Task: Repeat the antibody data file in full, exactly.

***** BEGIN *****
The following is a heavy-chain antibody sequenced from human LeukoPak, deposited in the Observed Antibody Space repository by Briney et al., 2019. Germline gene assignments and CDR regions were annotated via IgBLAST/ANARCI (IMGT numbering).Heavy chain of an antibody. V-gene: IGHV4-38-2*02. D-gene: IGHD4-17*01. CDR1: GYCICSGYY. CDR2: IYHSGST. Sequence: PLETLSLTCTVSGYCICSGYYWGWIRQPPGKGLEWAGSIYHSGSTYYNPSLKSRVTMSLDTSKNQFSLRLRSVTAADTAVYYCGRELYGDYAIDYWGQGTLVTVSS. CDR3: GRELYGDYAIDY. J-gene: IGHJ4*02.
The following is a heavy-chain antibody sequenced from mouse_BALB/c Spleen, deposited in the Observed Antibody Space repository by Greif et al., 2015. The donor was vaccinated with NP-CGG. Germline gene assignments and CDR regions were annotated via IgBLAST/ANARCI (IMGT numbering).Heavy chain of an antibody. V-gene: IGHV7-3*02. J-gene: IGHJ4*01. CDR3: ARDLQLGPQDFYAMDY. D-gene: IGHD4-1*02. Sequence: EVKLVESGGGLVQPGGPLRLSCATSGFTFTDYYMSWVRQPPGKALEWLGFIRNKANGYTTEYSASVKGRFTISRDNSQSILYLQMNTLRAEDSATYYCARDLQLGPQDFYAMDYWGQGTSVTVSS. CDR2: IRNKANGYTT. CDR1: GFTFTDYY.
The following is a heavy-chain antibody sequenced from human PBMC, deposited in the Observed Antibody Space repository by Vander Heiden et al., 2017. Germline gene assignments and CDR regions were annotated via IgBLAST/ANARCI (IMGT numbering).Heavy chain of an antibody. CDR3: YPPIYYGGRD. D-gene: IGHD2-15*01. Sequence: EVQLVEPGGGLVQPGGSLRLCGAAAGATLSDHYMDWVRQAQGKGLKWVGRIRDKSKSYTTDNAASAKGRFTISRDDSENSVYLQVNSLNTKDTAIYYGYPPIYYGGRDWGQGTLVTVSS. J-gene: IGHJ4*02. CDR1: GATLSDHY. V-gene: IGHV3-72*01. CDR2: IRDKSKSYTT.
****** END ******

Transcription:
The following is a heavy-chain antibody sequenced from human LeukoPak, deposited in the Observed Antibody Space repository by Briney et al., 2019. Germline gene assignments and CDR regions were annotated via IgBLAST/ANARCI (IMGT numbering).Heavy chain of an antibody. V-gene: IGHV4-38-2*02. D-gene: IGHD4-17*01. CDR1: GYCICSGYY. CDR2: IYHSGST. Sequence: PLETLSLTCTVSGYCICSGYYWGWIRQPPGKGLEWAGSIYHSGSTYYNPSLKSRVTMSLDTSKNQFSLRLRSVTAADTAVYYCGRELYGDYAIDYWGQGTLVTVSS. CDR3: GRELYGDYAIDY. J-gene: IGHJ4*02.
The following is a heavy-chain antibody sequenced from mouse_BALB/c Spleen, deposited in the Observed Antibody Space repository by Greif et al., 2015. The donor was vaccinated with NP-CGG. Germline gene assignments and CDR regions were annotated via IgBLAST/ANARCI (IMGT numbering).Heavy chain of an antibody. V-gene: IGHV7-3*02. J-gene: IGHJ4*01. CDR3: ARDLQLGPQDFYAMDY. D-gene: IGHD4-1*02. Sequence: EVKLVESGGGLVQPGGPLRLSCATSGFTFTDYYMSWVRQPPGKALEWLGFIRNKANGYTTEYSASVKGRFTISRDNSQSILYLQMNTLRAEDSATYYCARDLQLGPQDFYAMDYWGQGTSVTVSS. CDR2: IRNKANGYTT. CDR1: GFTFTDYY.
The following is a heavy-chain antibody sequenced from human PBMC, deposited in the Observed Antibody Space repository by Vander Heiden et al., 2017. Germline gene assignments and CDR regions were annotated via IgBLAST/ANARCI (IMGT numbering).Heavy chain of an antibody. CDR3: YPPIYYGGRD. D-gene: IGHD2-15*01. Sequence: EVQLVEPGGGLVQPGGSLRLCGAAAGATLSDHYMDWVRQAQGKGLKWVGRIRDKSKSYTTDNAASAKGRFTISRDDSENSVYLQVNSLNTKDTAIYYGYPPIYYGGRDWGQGTLVTVSS. J-gene: IGHJ4*02. CDR1: GATLSDHY. V-gene: IGHV3-72*01. CDR2: IRDKSKSYTT.